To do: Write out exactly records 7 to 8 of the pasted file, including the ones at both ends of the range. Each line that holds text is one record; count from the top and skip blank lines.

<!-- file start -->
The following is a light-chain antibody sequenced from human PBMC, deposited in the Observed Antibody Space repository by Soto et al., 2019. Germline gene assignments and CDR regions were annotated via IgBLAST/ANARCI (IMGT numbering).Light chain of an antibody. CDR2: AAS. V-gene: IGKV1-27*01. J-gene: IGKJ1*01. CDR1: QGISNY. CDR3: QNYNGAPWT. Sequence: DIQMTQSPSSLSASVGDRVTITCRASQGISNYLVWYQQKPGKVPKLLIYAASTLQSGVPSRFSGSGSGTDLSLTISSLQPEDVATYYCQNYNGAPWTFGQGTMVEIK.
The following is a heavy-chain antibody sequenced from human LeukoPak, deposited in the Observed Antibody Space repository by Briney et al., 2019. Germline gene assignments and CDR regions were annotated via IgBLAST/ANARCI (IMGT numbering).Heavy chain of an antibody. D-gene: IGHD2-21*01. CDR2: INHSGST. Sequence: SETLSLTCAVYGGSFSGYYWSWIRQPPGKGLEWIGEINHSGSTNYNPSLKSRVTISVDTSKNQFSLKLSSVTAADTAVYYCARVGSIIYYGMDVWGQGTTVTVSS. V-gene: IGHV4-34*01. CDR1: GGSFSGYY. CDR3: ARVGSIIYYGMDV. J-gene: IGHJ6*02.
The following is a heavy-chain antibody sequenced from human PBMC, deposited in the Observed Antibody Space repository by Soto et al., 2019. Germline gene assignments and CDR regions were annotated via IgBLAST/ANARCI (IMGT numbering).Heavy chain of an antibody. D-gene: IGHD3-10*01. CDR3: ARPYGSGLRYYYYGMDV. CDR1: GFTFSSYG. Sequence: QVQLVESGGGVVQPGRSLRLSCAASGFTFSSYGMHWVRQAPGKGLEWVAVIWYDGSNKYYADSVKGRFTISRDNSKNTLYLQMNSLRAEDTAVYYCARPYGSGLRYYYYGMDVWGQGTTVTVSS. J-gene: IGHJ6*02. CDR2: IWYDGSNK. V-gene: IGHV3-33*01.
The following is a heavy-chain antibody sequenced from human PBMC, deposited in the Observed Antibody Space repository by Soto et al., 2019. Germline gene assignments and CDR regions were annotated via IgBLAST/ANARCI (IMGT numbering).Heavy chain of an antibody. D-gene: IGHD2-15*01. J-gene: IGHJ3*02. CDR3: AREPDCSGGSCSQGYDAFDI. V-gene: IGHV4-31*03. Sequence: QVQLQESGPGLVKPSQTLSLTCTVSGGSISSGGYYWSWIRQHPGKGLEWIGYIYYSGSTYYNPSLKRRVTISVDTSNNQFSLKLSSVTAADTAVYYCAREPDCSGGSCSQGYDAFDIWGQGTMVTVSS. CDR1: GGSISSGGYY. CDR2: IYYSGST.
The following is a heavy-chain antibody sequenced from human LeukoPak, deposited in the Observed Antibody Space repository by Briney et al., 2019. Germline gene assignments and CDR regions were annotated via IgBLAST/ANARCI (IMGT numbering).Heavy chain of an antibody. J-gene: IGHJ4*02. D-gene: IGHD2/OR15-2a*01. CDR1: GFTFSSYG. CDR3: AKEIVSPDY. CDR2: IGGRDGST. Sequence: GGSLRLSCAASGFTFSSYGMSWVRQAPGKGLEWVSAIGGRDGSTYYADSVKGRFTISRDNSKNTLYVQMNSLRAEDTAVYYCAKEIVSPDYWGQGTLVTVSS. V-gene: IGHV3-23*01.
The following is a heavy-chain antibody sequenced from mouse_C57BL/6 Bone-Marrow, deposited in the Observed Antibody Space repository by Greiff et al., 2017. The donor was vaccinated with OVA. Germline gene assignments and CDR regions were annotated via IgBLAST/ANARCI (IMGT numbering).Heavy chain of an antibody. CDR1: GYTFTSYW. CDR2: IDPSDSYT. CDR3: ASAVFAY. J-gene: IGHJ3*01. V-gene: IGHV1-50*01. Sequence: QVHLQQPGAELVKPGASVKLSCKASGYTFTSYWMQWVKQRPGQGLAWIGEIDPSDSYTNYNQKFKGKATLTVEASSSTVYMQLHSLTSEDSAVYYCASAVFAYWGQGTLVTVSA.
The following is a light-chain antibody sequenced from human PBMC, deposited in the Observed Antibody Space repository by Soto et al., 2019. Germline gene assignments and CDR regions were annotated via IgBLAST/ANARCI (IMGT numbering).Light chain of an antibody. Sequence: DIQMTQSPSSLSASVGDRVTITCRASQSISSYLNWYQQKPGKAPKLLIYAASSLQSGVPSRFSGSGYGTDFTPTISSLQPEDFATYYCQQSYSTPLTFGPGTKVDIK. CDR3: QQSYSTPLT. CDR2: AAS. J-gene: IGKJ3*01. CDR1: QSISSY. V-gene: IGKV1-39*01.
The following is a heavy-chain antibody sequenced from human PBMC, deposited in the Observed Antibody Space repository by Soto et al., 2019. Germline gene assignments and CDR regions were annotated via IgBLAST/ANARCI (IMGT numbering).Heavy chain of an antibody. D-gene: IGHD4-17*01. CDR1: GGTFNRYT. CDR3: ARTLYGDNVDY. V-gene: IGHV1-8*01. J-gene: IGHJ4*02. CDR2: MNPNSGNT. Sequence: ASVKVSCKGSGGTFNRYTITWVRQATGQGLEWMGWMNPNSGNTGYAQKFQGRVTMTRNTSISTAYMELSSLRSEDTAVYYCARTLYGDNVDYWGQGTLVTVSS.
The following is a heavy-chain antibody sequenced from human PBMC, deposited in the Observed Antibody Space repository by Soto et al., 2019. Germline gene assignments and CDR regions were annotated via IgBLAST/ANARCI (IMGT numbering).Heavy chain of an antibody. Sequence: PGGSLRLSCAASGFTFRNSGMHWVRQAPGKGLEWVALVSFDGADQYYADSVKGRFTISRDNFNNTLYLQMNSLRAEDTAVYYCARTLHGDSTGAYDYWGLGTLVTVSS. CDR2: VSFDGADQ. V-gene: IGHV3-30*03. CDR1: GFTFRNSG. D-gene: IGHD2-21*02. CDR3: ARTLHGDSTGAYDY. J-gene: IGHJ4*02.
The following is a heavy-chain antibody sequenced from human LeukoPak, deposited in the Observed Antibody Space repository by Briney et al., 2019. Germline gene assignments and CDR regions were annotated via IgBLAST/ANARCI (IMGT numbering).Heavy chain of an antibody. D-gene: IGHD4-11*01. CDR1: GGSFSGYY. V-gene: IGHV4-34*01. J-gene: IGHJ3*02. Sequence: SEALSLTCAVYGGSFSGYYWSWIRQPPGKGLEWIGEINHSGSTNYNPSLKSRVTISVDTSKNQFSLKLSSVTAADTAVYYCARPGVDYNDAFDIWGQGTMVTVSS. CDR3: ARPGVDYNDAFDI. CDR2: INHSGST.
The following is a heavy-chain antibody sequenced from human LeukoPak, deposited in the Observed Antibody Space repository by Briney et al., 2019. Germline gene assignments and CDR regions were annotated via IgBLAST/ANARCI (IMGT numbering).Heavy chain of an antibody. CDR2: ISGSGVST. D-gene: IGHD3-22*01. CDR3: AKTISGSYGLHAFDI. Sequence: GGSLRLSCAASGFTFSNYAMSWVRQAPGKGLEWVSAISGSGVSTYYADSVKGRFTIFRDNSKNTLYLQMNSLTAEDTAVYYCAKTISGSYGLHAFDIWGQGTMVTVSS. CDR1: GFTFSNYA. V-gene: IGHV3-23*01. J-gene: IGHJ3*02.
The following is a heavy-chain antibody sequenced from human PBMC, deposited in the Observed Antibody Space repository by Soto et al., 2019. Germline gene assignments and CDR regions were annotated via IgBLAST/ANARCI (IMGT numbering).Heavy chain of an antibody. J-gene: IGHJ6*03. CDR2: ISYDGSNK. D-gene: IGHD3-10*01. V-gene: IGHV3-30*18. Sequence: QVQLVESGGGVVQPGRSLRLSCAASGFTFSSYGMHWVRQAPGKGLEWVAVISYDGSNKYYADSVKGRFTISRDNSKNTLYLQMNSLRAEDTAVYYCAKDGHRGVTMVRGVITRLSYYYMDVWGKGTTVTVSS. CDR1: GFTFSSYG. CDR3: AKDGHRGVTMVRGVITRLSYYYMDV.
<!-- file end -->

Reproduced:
The following is a light-chain antibody sequenced from human PBMC, deposited in the Observed Antibody Space repository by Soto et al., 2019. Germline gene assignments and CDR regions were annotated via IgBLAST/ANARCI (IMGT numbering).Light chain of an antibody. Sequence: DIQMTQSPSSLSASVGDRVTITCRASQSISSYLNWYQQKPGKAPKLLIYAASSLQSGVPSRFSGSGYGTDFTPTISSLQPEDFATYYCQQSYSTPLTFGPGTKVDIK. CDR3: QQSYSTPLT. CDR2: AAS. J-gene: IGKJ3*01. CDR1: QSISSY. V-gene: IGKV1-39*01.
The following is a heavy-chain antibody sequenced from human PBMC, deposited in the Observed Antibody Space repository by Soto et al., 2019. Germline gene assignments and CDR regions were annotated via IgBLAST/ANARCI (IMGT numbering).Heavy chain of an antibody. D-gene: IGHD4-17*01. CDR1: GGTFNRYT. CDR3: ARTLYGDNVDY. V-gene: IGHV1-8*01. J-gene: IGHJ4*02. CDR2: MNPNSGNT. Sequence: ASVKVSCKGSGGTFNRYTITWVRQATGQGLEWMGWMNPNSGNTGYAQKFQGRVTMTRNTSISTAYMELSSLRSEDTAVYYCARTLYGDNVDYWGQGTLVTVSS.